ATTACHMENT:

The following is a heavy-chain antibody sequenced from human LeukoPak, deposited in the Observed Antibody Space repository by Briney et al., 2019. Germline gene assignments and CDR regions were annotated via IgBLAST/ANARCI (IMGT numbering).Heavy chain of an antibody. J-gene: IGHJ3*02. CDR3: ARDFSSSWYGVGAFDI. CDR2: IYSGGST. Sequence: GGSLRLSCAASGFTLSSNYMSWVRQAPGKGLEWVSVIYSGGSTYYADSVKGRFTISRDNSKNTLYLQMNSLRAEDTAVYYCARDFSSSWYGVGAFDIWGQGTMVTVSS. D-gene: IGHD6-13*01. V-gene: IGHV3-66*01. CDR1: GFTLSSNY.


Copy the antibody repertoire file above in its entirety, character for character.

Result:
The following is a heavy-chain antibody sequenced from human LeukoPak, deposited in the Observed Antibody Space repository by Briney et al., 2019. Germline gene assignments and CDR regions were annotated via IgBLAST/ANARCI (IMGT numbering).Heavy chain of an antibody. J-gene: IGHJ3*02. CDR3: ARDFSSSWYGVGAFDI. CDR2: IYSGGST. Sequence: GGSLRLSCAASGFTLSSNYMSWVRQAPGKGLEWVSVIYSGGSTYYADSVKGRFTISRDNSKNTLYLQMNSLRAEDTAVYYCARDFSSSWYGVGAFDIWGQGTMVTVSS. D-gene: IGHD6-13*01. V-gene: IGHV3-66*01. CDR1: GFTLSSNY.